The STAR Technical Advisory Group (TAG) on which Maass served—consisting of policy experts, psychometricians (educational assessment specialists), school district staff, researchers, and CDE consultants—provided a necessary and ultimately balanced perspective, according to Maass. The group’s purpose was to recommend important revisions and improvements to the assessment. In Maass’s opinion, the primary agenda among all of those involved was a “desire to appropriately assess students” and to study “research on the changes that needed to be made” to the CMA.
The impetus for the ultimate shape of the CMA emerged from what was happening to those students who are academically “in between already existing assessments—the CAPA and California Standards Tests (CST).” These students have skills that are worthy of being measured, yet they may require significant modifications to the typical assessment tools—modifications that render their scores not eligible for inclusion in their school totals. “What came up is that those students who fall between the CST and the CAPA in terms of their abilities were being given a modified CST that did not count for federal accountability measures, because the modifications [that gave them access to the assessment] invalidated the test,” Maass explained. Maass is not the only one who believes that there is “no point in giving a student a test that doesn’t count.” Educators and policymakers want a test that more students can take and that includes them in the larger picture of academic achievement.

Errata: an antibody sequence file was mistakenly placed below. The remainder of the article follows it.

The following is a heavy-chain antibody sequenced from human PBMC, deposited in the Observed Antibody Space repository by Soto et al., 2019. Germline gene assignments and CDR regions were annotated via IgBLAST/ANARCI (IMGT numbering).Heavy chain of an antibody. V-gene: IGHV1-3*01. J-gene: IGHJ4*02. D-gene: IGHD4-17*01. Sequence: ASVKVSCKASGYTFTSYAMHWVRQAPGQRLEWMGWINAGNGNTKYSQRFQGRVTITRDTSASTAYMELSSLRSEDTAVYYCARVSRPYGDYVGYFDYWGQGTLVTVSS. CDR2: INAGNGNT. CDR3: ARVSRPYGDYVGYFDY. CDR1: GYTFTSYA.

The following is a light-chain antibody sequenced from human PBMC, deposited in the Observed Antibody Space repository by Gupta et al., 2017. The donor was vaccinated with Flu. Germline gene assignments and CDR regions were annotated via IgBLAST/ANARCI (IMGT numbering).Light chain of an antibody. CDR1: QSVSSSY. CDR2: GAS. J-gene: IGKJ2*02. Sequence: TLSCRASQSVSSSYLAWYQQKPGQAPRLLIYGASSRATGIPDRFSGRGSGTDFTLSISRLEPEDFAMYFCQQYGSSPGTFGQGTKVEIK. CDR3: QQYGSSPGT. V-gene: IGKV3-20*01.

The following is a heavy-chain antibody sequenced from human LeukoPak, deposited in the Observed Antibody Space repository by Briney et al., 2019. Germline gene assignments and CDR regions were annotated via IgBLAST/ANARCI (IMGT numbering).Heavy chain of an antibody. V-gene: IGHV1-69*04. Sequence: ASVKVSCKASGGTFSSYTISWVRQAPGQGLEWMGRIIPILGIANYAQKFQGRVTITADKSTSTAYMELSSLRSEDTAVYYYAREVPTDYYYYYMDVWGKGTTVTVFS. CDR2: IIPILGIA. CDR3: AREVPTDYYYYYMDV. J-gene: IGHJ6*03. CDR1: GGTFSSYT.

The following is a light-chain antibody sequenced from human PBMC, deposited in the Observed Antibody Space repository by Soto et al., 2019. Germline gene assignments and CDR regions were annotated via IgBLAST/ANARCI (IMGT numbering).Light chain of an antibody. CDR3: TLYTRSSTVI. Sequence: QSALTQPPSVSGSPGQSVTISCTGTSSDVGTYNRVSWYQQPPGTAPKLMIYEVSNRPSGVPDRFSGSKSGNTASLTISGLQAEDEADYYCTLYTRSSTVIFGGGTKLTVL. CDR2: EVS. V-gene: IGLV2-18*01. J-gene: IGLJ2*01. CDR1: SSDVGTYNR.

What has emerged is the new CMA: an assessment that tests grade-level standards and that uses a test construction designed to meet the needs of students—and that is valid. The CMA’s grade-level, standards-based assessment has been adapted in the following ways:
Having been on the development side of this effort, Maass moved forward with confidence when he volunteered the SFUSD to pilot the CMA. He believed that implementing the assessment early would give his teachers a “no consequences” opportunity to see what the assessment involved. Since it was a pilot, the scores didn’t yet count, and so it was purely a chance to “get acquainted” with the tool. The happy ending is that the teachers’ response was “overwhelmingly positive about their experience with the CMA. Usually pilots create some grumbling,” Maass noted from experience—but not this time. “The teachers saw the purpose and benefits for both students and accountability.” Maass added that “the teachers believed that the CMA, for the group of students who are eligible to participate, was fair and allowed them to show what they could do.”